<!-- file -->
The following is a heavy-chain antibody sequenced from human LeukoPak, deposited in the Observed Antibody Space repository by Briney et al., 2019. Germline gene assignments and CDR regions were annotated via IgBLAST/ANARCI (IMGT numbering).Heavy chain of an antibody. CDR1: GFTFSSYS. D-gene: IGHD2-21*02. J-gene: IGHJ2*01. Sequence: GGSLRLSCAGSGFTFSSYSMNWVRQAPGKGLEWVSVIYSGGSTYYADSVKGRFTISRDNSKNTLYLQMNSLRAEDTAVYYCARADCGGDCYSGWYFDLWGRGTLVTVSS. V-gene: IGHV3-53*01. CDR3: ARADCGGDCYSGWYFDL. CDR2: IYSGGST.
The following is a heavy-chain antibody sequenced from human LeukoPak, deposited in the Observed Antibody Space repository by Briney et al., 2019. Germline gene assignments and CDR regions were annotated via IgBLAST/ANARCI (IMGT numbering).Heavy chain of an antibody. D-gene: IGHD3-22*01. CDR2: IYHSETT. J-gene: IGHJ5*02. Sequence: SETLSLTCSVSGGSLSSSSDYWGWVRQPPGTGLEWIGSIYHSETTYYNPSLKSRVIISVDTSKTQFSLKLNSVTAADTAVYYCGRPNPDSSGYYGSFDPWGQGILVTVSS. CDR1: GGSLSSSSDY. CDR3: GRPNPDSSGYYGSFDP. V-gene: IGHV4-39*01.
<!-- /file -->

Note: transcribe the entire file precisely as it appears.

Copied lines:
The following is a heavy-chain antibody sequenced from human LeukoPak, deposited in the Observed Antibody Space repository by Briney et al., 2019. Germline gene assignments and CDR regions were annotated via IgBLAST/ANARCI (IMGT numbering).Heavy chain of an antibody. CDR1: GFTFSSYS. D-gene: IGHD2-21*02. J-gene: IGHJ2*01. Sequence: GGSLRLSCAGSGFTFSSYSMNWVRQAPGKGLEWVSVIYSGGSTYYADSVKGRFTISRDNSKNTLYLQMNSLRAEDTAVYYCARADCGGDCYSGWYFDLWGRGTLVTVSS. V-gene: IGHV3-53*01. CDR3: ARADCGGDCYSGWYFDL. CDR2: IYSGGST.
The following is a heavy-chain antibody sequenced from human LeukoPak, deposited in the Observed Antibody Space repository by Briney et al., 2019. Germline gene assignments and CDR regions were annotated via IgBLAST/ANARCI (IMGT numbering).Heavy chain of an antibody. D-gene: IGHD3-22*01. CDR2: IYHSETT. J-gene: IGHJ5*02. Sequence: SETLSLTCSVSGGSLSSSSDYWGWVRQPPGTGLEWIGSIYHSETTYYNPSLKSRVIISVDTSKTQFSLKLNSVTAADTAVYYCGRPNPDSSGYYGSFDPWGQGILVTVSS. CDR1: GGSLSSSSDY. CDR3: GRPNPDSSGYYGSFDP. V-gene: IGHV4-39*01.